A push to reduce the rate of caesareans has had negative consequences where women are being forced into long labours risking severe medical complications or death.
Last year the World Health Organisation (WHO) warned that caesarean sections should only be performed when medically necessary and be no more than about 10%-15% of all births. Above that rate, the WHO data showed there is no evidence of improved mortality.
Ten years ago, Australia’s caesarean rate was 19% today it was 32% – many experts say that our caesarean rate is climbing due to the increase in age of mothers, and an increase in obesity but others blame the medical professionals themselves saying that fear of litigation is what drives doctors to encourage the surgery. (A notion rejected by leading doctors.)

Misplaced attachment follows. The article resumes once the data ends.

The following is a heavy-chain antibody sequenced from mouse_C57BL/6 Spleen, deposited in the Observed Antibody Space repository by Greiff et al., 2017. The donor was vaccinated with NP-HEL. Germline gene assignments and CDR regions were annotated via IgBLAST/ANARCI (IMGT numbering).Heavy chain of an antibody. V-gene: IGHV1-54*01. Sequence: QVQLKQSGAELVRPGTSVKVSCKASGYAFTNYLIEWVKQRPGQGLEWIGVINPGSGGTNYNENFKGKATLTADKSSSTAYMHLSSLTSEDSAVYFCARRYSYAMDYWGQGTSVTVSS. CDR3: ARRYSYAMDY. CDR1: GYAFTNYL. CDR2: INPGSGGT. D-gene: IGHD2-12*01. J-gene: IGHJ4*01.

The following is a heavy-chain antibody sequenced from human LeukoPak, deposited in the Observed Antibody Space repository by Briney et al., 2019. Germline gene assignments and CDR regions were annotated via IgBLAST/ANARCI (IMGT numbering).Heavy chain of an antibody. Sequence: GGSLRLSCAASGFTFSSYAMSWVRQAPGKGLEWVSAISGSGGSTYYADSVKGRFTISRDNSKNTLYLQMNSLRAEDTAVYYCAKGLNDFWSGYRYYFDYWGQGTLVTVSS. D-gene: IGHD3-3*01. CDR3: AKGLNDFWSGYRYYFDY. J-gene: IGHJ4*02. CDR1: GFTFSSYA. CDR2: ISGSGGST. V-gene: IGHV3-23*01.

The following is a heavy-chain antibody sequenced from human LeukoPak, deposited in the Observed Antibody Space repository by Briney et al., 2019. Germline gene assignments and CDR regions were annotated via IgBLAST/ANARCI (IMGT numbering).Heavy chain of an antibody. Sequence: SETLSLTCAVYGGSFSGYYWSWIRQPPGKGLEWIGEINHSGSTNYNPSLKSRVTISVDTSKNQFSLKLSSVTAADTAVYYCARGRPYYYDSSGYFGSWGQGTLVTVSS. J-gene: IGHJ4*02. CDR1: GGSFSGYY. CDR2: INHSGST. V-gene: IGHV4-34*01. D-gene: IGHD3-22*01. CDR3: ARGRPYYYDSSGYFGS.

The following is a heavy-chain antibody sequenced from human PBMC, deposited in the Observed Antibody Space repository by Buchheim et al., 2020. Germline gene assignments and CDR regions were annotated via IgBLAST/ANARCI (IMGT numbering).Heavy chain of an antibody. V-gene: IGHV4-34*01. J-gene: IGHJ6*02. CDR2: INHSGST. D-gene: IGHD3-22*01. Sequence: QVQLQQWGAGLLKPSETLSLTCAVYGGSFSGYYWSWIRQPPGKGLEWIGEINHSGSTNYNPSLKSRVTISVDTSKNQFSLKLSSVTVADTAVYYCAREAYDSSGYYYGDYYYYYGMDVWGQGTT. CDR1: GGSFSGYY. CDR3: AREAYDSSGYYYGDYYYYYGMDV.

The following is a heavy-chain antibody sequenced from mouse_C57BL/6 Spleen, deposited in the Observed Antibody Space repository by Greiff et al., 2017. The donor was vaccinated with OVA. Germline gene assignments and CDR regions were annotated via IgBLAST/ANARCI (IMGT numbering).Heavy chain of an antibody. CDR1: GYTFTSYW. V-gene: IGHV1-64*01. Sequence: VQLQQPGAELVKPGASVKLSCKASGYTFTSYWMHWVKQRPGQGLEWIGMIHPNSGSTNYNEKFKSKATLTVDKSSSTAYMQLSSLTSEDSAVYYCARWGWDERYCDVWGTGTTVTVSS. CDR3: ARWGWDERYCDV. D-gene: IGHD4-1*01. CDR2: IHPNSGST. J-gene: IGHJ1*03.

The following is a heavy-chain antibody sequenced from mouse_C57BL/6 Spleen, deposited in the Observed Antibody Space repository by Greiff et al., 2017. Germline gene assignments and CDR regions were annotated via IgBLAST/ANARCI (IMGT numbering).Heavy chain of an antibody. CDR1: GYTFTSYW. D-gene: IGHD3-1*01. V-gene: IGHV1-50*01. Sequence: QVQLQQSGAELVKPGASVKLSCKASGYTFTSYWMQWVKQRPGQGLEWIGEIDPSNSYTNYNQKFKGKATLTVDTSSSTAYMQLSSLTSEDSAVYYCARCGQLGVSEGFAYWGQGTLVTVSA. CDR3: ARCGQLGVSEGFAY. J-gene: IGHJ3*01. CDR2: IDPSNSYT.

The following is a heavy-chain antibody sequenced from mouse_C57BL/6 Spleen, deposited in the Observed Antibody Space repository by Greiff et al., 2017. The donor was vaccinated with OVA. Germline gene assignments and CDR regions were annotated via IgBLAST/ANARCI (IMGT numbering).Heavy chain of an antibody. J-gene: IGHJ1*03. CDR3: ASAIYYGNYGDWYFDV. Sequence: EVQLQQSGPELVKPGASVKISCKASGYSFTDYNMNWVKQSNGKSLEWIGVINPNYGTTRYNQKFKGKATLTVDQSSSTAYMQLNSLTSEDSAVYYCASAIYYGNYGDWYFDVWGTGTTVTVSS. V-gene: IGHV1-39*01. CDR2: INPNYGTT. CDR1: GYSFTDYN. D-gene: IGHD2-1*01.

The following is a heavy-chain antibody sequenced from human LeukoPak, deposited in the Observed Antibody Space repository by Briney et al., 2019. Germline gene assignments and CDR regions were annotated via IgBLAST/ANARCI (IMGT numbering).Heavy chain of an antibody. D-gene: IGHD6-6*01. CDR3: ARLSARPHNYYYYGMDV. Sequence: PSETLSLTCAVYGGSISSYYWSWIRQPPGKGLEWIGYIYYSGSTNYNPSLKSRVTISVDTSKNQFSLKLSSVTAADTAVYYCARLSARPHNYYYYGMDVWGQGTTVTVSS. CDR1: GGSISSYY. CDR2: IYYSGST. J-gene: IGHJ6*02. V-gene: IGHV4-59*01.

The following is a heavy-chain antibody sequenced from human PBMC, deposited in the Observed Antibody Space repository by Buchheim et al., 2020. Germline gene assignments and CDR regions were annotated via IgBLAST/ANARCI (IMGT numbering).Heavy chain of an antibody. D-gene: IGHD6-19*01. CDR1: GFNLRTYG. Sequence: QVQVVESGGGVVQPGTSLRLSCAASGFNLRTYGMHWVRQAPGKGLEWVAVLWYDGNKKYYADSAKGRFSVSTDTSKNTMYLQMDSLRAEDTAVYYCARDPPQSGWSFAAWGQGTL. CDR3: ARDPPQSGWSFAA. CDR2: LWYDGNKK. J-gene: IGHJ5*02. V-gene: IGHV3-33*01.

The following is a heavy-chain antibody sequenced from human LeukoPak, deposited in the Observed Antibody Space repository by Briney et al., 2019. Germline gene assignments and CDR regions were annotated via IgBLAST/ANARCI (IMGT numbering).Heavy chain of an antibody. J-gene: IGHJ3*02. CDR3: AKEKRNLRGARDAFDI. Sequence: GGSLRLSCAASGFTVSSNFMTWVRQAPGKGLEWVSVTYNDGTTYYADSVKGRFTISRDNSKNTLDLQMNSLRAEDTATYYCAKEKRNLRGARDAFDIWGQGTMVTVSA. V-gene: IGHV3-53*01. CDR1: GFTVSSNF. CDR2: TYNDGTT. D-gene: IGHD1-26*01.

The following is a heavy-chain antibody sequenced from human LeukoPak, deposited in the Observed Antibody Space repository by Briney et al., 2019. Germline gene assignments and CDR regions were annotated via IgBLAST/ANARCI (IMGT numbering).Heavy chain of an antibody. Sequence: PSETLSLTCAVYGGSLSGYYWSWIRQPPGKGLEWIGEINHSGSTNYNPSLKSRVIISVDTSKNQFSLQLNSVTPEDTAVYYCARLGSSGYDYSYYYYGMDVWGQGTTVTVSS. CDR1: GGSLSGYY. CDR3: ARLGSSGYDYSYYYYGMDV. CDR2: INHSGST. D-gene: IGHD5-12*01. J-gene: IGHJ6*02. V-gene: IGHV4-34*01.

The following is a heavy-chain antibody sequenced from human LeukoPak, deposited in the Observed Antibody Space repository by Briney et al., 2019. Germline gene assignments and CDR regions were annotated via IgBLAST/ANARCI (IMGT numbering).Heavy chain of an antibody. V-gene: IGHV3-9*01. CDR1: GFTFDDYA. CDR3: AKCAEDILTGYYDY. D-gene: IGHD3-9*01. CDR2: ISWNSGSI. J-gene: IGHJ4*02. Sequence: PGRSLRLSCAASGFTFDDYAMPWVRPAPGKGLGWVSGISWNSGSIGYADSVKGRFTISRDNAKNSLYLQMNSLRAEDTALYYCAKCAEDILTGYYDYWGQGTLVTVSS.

However a renowned gynaecologist has analysed data out of the UK showing that the push in both the UK and Australia to reduce caesarean section rates is misguided and may be putting women and their babies at risk of avoidable injury and death.
Professor Hans Peter Dietz, University of Sydney professor of obstetrics and gynaecology analysed the rate of trauma using data from Britain’s National Health Service.
As reported by The Australian he has made a submission to the NHS’s maternity review showing the use of forceps during vaginal births could lead to serious injuries to a woman’s internal organs.